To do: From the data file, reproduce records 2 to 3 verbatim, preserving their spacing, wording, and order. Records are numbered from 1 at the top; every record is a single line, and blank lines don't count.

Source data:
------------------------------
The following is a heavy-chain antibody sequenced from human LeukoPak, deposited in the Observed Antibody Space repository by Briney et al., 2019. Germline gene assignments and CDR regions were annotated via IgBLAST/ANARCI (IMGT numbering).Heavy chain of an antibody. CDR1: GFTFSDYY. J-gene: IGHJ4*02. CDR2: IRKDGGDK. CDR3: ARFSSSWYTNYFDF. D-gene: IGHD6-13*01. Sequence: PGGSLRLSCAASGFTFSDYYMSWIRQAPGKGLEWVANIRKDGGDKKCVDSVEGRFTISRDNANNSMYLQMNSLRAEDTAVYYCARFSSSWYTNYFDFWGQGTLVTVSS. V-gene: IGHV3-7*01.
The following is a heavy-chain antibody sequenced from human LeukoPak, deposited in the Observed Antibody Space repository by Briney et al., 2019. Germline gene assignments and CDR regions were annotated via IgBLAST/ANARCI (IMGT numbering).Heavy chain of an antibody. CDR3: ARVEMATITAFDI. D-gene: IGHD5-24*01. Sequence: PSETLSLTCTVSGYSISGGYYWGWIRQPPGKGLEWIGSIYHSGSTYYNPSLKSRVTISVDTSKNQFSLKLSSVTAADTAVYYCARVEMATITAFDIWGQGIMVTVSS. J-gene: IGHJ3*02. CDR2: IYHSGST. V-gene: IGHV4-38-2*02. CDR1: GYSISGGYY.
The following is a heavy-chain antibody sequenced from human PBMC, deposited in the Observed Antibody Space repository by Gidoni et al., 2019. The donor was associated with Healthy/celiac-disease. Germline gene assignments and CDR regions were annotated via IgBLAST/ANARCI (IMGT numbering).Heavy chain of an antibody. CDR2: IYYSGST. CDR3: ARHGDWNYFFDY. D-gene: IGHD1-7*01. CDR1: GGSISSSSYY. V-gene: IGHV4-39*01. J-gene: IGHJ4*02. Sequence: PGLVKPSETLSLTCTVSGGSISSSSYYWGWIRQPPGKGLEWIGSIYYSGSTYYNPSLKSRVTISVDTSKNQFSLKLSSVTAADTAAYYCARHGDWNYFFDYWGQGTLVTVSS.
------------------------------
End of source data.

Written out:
The following is a heavy-chain antibody sequenced from human LeukoPak, deposited in the Observed Antibody Space repository by Briney et al., 2019. Germline gene assignments and CDR regions were annotated via IgBLAST/ANARCI (IMGT numbering).Heavy chain of an antibody. CDR3: ARVEMATITAFDI. D-gene: IGHD5-24*01. Sequence: PSETLSLTCTVSGYSISGGYYWGWIRQPPGKGLEWIGSIYHSGSTYYNPSLKSRVTISVDTSKNQFSLKLSSVTAADTAVYYCARVEMATITAFDIWGQGIMVTVSS. J-gene: IGHJ3*02. CDR2: IYHSGST. V-gene: IGHV4-38-2*02. CDR1: GYSISGGYY.
The following is a heavy-chain antibody sequenced from human PBMC, deposited in the Observed Antibody Space repository by Gidoni et al., 2019. The donor was associated with Healthy/celiac-disease. Germline gene assignments and CDR regions were annotated via IgBLAST/ANARCI (IMGT numbering).Heavy chain of an antibody. CDR2: IYYSGST. CDR3: ARHGDWNYFFDY. D-gene: IGHD1-7*01. CDR1: GGSISSSSYY. V-gene: IGHV4-39*01. J-gene: IGHJ4*02. Sequence: PGLVKPSETLSLTCTVSGGSISSSSYYWGWIRQPPGKGLEWIGSIYYSGSTYYNPSLKSRVTISVDTSKNQFSLKLSSVTAADTAAYYCARHGDWNYFFDYWGQGTLVTVSS.